Most of the supermassive black hole ever discovered distant quasar forces and highlights the early universe – RT World News

In a remarkable feat, astronomers have discovered the oldest supermassive black hole ever. This extraordinary discovery dates back to the early days of the universe and fuels the most distant quasar known to date.

The supermassive black hole weighs a mass equivalent to a total of 1.6 billion suns. It dates back 670 million years after the Big Bang, when the universe was just five percent of its current age.

A black hole is at the center of the first false star ever discovered. Quasars are the bright core of an active galaxy. Its strong glow is created by unusual amounts of energy released from the gas falling towards the supermassive black hole at its center.

The quasar is located 13.03 billion light-years from Earth, making it the most distant quasar ever discovered. The distant quasars are essential for understanding the nature of the early universe. They provide insights into the formation of black holes and massive galaxies in this period.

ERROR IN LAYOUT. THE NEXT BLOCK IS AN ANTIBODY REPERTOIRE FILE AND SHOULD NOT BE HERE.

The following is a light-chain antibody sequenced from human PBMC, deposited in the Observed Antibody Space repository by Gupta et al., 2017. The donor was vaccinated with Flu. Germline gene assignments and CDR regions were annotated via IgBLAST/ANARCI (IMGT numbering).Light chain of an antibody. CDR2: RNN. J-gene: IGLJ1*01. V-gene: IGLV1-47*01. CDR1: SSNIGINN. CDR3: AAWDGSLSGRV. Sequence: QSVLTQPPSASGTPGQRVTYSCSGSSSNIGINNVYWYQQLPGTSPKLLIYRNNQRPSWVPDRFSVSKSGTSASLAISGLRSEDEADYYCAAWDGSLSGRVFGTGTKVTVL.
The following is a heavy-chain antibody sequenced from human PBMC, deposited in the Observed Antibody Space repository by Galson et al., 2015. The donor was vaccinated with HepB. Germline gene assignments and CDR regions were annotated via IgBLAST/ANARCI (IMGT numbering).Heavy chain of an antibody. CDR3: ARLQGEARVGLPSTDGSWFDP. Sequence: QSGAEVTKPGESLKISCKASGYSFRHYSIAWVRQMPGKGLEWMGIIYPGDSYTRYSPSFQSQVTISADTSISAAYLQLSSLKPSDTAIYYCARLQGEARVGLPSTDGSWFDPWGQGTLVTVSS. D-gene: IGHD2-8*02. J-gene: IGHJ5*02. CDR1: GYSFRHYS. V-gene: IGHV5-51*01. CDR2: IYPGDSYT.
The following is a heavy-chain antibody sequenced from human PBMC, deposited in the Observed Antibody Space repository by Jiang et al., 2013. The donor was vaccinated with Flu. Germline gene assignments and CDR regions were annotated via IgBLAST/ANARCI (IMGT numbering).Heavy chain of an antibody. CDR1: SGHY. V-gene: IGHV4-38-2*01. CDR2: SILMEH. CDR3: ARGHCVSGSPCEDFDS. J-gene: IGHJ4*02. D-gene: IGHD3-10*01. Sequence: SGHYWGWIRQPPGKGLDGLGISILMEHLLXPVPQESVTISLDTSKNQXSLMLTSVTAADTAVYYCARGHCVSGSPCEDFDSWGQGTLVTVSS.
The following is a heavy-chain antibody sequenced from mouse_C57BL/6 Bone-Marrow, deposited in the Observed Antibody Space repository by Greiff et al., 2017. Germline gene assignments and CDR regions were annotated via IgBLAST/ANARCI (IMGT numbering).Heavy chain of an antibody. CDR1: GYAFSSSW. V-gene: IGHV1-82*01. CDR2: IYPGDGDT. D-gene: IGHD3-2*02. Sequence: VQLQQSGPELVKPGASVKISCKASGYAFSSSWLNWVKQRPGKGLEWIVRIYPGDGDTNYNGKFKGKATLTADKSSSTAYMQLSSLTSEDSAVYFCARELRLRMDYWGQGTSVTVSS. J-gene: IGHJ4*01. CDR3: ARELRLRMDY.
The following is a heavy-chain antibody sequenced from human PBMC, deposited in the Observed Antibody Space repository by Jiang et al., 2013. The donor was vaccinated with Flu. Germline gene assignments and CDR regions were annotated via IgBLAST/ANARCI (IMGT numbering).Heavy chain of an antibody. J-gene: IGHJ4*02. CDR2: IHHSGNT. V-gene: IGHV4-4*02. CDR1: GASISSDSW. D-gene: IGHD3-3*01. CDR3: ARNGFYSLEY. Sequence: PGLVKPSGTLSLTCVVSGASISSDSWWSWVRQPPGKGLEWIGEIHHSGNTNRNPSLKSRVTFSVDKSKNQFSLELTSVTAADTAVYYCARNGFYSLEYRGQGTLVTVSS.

This object is the first of its kind to show evidence of a wind gush of extremely hot gas escaping from the periphery of a black hole at one-fifth of the speed of light.

Astronomers have also observed intense star-forming activity in the galaxy where the quasar is located.

The extraordinary size of the black hole and the fact that it dates back to a very early age in the universe challenges the current scientific understanding of how these cosmic giant planets formed.

Supermassive black holes are thought to grow from smaller black holes that devour matter. University of Arizona researchers calculated that even if a black hole seed formed right after the first stars in the universe and grew as fast as possible, it would need a starting mass of at least 10,000 suns.

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This is simply too fast for current models of how black seeds form, which is caused by the collapse of massive stars.

“This is the first evidence of how a supermassive black hole affects the host galaxy around it,” The newspaper’s lead author Fiji Wang said.

“From observations of less distant galaxies, we know this should happen, but we didn’t see it happen very early in the universe.”

Researchers hope to learn more about the quasar and the black hole through future observations, especially with NASA’s James Webb Space Telescope, which is scheduled to launch later this year.



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